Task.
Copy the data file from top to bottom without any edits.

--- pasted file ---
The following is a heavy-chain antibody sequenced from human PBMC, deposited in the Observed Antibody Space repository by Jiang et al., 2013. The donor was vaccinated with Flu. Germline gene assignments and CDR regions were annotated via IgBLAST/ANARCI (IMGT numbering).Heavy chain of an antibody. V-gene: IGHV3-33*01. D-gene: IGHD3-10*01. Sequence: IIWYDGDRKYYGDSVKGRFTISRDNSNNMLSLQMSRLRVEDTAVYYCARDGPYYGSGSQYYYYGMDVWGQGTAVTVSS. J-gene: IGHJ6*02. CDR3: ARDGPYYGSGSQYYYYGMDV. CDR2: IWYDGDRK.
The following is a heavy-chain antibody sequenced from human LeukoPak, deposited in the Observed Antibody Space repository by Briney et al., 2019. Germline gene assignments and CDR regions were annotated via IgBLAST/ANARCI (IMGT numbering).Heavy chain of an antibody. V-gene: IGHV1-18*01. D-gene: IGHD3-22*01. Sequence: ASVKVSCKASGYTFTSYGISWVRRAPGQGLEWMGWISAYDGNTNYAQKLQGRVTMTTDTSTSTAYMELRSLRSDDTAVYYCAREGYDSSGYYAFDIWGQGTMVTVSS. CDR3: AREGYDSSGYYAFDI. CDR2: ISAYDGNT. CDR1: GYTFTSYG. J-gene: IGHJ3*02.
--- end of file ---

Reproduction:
The following is a heavy-chain antibody sequenced from human PBMC, deposited in the Observed Antibody Space repository by Jiang et al., 2013. The donor was vaccinated with Flu. Germline gene assignments and CDR regions were annotated via IgBLAST/ANARCI (IMGT numbering).Heavy chain of an antibody. V-gene: IGHV3-33*01. D-gene: IGHD3-10*01. Sequence: IIWYDGDRKYYGDSVKGRFTISRDNSNNMLSLQMSRLRVEDTAVYYCARDGPYYGSGSQYYYYGMDVWGQGTAVTVSS. J-gene: IGHJ6*02. CDR3: ARDGPYYGSGSQYYYYGMDV. CDR2: IWYDGDRK.
The following is a heavy-chain antibody sequenced from human LeukoPak, deposited in the Observed Antibody Space repository by Briney et al., 2019. Germline gene assignments and CDR regions were annotated via IgBLAST/ANARCI (IMGT numbering).Heavy chain of an antibody. V-gene: IGHV1-18*01. D-gene: IGHD3-22*01. Sequence: ASVKVSCKASGYTFTSYGISWVRRAPGQGLEWMGWISAYDGNTNYAQKLQGRVTMTTDTSTSTAYMELRSLRSDDTAVYYCAREGYDSSGYYAFDIWGQGTMVTVSS. CDR3: AREGYDSSGYYAFDI. CDR2: ISAYDGNT. CDR1: GYTFTSYG. J-gene: IGHJ3*02.